Brotherus’s characteristic imagery is well suited for these parallel works. She paraphrases Södergran’s eerie self-portrait in a mirror from 1917 in a – rare for her – black-and-white photo and poses as a clown in a faithful depiction of Nancy Pietinen’s Women Bathing (1952). Rantala is much more cutting and varied in her choices and incorporates a welcome brutality in the photographs that have been made in response to the meek retro images. A studio photograph of a little girl next to a doll gives rise to the crassly titled Copies of My Eyes on a Plate (2020), which depicts exactly what the title describes. In this part of the exhibition, Rantala chooses to follow the links that lead into darkness. Ina Roos’ much-reproduced portrait, taken in 1917, of Södergran wearing a hat adorned with a bird’s wing is placed next to the diptych Uncertain Memories I-II (2018), in which each image depicts a pale feather against a black background.
Absence is the most prevalent theme Rantala’s photographs, and the inexorable passage of time that the archival photographs symbolise evokes a controlled rage with hints of deep sorrow. Inlaid between two old photos of women cleaning is the visually unassuming series Before Necessities (2021), which documents Rantala sweeping in public places with which she has a personal connection. The images are captioned with texts that are among the best parts of this exhibition. “Everything in life always happens in the wrong order and at the wrong time,” she declares in one of these autobiographical and unapologetically depressing fragments.
She is equally ruthless in the biography mounted on the wall in the first gallery. Next to Brotherus’s very ordinary third-person presentation, Rantala has created a chronology that is a work of art in itself. After the neutral introduction “1952 I am born in Helsinki,” the tone quickly changes. “1969 I hitchhike home from Savonlinna. The driver tries to rape me. I talk my way out of the situation.” “1971 I get excited about integral calculus. I think I might become a physicist. I don’t.” “1986 I learn a lot about fear.”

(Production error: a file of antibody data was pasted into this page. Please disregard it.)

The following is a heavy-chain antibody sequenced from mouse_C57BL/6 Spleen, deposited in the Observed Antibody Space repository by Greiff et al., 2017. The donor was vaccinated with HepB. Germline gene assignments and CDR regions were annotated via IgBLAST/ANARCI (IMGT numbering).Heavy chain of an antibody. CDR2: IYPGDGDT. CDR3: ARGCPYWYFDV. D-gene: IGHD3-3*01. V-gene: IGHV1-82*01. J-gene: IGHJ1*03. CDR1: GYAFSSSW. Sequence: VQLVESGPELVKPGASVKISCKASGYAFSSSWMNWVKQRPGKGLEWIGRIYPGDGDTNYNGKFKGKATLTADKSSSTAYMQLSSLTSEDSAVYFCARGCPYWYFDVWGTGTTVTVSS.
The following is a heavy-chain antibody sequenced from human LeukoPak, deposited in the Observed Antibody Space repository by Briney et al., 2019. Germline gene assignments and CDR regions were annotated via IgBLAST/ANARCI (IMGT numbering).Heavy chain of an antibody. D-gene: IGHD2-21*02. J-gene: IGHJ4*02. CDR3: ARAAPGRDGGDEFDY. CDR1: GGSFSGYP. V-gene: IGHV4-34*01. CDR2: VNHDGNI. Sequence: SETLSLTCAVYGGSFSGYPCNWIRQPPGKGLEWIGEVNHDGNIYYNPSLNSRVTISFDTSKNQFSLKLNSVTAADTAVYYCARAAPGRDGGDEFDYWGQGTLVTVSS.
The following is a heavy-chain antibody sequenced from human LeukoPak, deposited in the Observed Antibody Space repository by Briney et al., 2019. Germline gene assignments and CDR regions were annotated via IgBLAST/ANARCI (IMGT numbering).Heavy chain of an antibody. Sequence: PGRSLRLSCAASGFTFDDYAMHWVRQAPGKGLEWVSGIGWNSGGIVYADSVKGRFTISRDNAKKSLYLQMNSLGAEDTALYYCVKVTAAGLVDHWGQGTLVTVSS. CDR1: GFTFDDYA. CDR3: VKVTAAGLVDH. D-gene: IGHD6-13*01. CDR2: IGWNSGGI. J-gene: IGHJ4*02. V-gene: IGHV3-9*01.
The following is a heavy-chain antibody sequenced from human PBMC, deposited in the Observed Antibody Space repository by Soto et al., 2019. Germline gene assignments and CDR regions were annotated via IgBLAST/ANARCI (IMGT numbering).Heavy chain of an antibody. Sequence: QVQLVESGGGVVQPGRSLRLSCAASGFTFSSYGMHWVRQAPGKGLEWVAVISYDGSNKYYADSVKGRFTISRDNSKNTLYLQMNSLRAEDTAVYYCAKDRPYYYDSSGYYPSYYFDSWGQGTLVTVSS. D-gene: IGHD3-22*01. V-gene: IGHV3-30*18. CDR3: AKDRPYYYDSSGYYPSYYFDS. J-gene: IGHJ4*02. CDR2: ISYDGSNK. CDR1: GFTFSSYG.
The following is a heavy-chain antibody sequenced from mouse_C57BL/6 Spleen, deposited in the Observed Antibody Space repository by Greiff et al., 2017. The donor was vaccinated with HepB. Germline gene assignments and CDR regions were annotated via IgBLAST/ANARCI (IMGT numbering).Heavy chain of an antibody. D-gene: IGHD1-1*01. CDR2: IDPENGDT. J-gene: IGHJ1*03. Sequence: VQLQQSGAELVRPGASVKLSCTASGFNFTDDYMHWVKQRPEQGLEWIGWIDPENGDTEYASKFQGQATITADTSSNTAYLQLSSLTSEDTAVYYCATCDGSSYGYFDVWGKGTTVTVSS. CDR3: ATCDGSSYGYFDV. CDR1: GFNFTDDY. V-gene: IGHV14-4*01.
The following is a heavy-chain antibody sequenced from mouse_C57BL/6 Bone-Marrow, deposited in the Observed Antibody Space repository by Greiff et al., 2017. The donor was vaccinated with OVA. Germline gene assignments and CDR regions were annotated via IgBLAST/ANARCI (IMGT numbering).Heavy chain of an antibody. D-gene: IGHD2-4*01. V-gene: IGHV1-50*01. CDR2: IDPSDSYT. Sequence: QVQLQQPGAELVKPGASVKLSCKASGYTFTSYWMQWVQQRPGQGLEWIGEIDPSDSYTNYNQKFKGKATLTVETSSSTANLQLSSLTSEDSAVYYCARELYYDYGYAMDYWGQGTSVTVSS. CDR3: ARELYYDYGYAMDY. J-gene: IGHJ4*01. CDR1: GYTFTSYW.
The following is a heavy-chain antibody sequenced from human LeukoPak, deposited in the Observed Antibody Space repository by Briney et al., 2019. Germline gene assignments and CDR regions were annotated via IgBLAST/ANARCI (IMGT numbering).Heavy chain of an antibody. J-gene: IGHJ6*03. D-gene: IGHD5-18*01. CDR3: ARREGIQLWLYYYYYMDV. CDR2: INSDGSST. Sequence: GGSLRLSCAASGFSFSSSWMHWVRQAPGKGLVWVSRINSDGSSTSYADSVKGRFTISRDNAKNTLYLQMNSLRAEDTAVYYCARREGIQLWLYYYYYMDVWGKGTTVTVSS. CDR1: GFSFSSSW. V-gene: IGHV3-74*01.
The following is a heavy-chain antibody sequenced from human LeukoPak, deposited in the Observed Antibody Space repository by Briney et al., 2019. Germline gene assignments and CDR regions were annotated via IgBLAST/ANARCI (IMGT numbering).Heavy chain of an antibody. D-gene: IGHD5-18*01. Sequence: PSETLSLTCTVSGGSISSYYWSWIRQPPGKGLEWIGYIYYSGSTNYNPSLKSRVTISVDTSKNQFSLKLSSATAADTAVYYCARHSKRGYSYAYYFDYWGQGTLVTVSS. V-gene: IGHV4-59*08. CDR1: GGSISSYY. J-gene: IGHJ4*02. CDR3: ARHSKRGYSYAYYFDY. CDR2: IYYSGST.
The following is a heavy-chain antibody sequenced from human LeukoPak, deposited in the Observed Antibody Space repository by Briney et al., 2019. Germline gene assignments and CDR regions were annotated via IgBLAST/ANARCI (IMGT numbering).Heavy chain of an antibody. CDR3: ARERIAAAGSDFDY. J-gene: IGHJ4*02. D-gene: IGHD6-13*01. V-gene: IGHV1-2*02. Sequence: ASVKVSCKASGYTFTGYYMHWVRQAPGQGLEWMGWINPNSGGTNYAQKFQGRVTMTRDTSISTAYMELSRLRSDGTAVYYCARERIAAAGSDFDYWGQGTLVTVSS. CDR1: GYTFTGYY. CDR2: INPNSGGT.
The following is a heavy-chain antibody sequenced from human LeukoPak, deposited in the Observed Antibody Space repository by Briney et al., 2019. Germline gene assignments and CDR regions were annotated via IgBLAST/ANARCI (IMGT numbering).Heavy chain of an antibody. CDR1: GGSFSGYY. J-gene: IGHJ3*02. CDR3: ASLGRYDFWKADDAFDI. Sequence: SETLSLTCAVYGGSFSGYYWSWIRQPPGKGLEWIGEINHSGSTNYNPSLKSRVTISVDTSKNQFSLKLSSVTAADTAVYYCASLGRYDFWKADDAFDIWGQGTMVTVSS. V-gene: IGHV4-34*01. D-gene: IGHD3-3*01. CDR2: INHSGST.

The list is very revealing, and I’m reminded of the ways that women photographers who’ve grown up with and on the internet communicate with the viewer about their insecurities and life experiences. In her book Unprofessional (2021), for example, the Danish artist Matilde Søes Rasmussen also writes a chronology of her life in a similar way, but with very different end results: “At age 22 I become very interested in cooking and cocaine / At age 27 I become very interested in sex.” There are different kinds of honesty. The unpretentious kind is the best policy.
Brotherus’s works are also worth considering from a similar perspective. It is noteworthy that the best parts of the exhibition are found in sadness, and that the event score concept generates seriousness, not playfulness. The seriousness is neither political nor historical, but could be described as existential sincerity: Who am I, what am I? Knowing that these issues are too awkward for a visual dialogue, Brotherus and Rantala wisely decided to do their own thing, hoping that everything will come together in the end – which it does. Easy, neat, and right seldom serve as guidelines for a good exhibition; to abandon that in favour of sprawl is the crucial artistic choice here.